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Juliana v. United States

ELR Citation: 46 ELR 20072
Nos. 6:15-cv-1517, (D. Or., 04/08/2016) (Coffin, M.J.)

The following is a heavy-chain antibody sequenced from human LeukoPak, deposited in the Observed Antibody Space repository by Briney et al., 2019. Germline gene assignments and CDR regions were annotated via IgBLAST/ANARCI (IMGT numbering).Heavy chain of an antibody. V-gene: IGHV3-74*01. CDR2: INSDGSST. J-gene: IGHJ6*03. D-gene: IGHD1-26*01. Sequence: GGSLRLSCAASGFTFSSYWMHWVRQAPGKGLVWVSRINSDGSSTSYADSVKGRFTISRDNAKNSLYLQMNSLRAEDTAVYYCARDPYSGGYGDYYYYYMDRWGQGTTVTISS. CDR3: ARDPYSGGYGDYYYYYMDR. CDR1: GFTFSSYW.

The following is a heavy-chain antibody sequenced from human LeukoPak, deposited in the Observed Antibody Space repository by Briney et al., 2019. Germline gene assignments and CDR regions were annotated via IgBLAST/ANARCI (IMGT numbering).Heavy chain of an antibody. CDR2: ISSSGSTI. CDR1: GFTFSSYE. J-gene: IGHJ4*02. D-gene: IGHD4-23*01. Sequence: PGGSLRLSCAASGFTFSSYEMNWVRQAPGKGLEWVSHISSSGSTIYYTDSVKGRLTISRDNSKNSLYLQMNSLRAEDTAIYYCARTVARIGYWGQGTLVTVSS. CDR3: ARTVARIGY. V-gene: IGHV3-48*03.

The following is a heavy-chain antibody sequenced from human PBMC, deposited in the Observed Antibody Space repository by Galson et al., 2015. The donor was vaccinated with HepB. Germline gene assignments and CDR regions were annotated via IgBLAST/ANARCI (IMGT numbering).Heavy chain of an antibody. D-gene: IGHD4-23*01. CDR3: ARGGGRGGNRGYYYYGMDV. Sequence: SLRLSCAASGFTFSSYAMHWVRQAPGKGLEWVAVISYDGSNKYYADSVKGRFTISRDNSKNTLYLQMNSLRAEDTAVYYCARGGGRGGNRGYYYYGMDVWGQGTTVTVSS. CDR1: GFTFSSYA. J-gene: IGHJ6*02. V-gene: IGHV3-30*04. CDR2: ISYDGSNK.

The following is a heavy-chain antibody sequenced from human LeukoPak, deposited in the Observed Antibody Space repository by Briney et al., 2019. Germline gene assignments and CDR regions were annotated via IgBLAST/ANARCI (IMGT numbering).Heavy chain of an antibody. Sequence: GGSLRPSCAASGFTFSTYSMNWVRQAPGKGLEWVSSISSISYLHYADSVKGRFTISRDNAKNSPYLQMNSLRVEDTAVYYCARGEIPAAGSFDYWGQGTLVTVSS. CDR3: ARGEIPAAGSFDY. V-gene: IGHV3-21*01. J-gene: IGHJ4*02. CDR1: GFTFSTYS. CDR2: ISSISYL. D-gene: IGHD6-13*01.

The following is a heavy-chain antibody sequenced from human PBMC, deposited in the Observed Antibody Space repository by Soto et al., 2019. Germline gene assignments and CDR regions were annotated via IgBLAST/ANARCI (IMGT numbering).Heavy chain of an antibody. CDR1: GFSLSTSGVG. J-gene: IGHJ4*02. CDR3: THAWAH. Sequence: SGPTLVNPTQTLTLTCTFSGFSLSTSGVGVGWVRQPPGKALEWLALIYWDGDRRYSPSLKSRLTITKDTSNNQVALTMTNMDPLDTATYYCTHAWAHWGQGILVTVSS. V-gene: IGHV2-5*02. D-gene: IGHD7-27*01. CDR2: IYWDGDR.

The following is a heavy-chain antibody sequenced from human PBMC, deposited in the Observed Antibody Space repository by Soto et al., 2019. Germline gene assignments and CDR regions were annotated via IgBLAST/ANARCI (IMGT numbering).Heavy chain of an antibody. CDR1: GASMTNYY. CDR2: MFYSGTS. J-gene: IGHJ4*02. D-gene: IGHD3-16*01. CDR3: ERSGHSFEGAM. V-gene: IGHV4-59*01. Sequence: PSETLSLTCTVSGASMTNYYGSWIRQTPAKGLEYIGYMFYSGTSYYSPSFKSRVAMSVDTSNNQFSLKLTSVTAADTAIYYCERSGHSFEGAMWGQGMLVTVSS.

A magistrate judge recommended that a district court deny motions to dismiss a lawsuit brought by a group of young people against the U.S. government for failing to protect them from climate change. The plaintiffs alleged that the government has known for decades that carbon dioxide (CO2) pollution has been causing catastrophic climate change, yet has failed to take necessary action to curtail fossil fuel emissions. They seek immediate action to restore energy balance and implementation of a plan to put the nation on a trajectory that will reduce atmospheric CO2 concentrations to no more than 350 parts per million by 2100. The government and energy interest groups urged the court to dismiss the case, arguing the group lacks standing. But the court disagreed. At this stage of the proceedings, the allegations, which must be taken as true, establish U.S. action/inaction that injures plaintiffs in a concrete and personal way. Given the allegations of direct or threatened direct harm, albeit shared by most of the population, the court should be "loath to decline standing to persons suffering an alleged concrete injury of a constitutional magnitude." Here, plaintiffs differentiate the impacts by alleging greater harm to youth and future generations. In addition, the group established causation and redressability. Assuming the United States is responsible for about 25% of the global CO2 emissions, as alleged by the plaintiffs, the court cannot say at this stage in the proceedings that a court order directing the government to regulate greenhouse gas emissions would not effectively redress the alleged harm. The effect may or may not be scientifically indiscernible, but that is an issue better resolved at summary judgment or trial rather than on a motion to dismiss. The government and energy groups also argued that the plaintiffs raised non-justiciable political questions. But the complaint raises issues of whether government action/inaction violates the U.S. Constitution—issues committed to the courts rather than either of the political branches. While the efficacy of any proposed regulations may be beyond the expertise of the court, it can evaluate the competing experts on either side of the issues and direct EPA to take a hard look at the best available scientific evidence. The defendants also argued that there is no constitutional right to be free from CO2 emissions, that the complaint fails to allege a classification appropriate for an equal protection claim, that the Ninth Amendment does not provide any substantive rights, and that the plaintiffs have failed to allege an otherwise complete lack of any rational basis for the purported aggregate action/inaction taken by the government. But at this stage of the proceedings, the claims should not be dismissed. Plaintiffs allege deliberate indifference by the U.S. government with respect to their health and well-being. Whether such action or inaction "shocks the conscience" cannot be determined on a motion to dismiss. In addition, the court cannot say that the public trust doctrine does not provide at least some substantive due process protections for some of the plaintiffs. When combined with EPA's duty to protect the public health from airborne pollutants and the government's public trust duties deeply ingrained in this country's history, the plaintiffs adequately state a substantive due process claim for purposes of a motion to dismiss.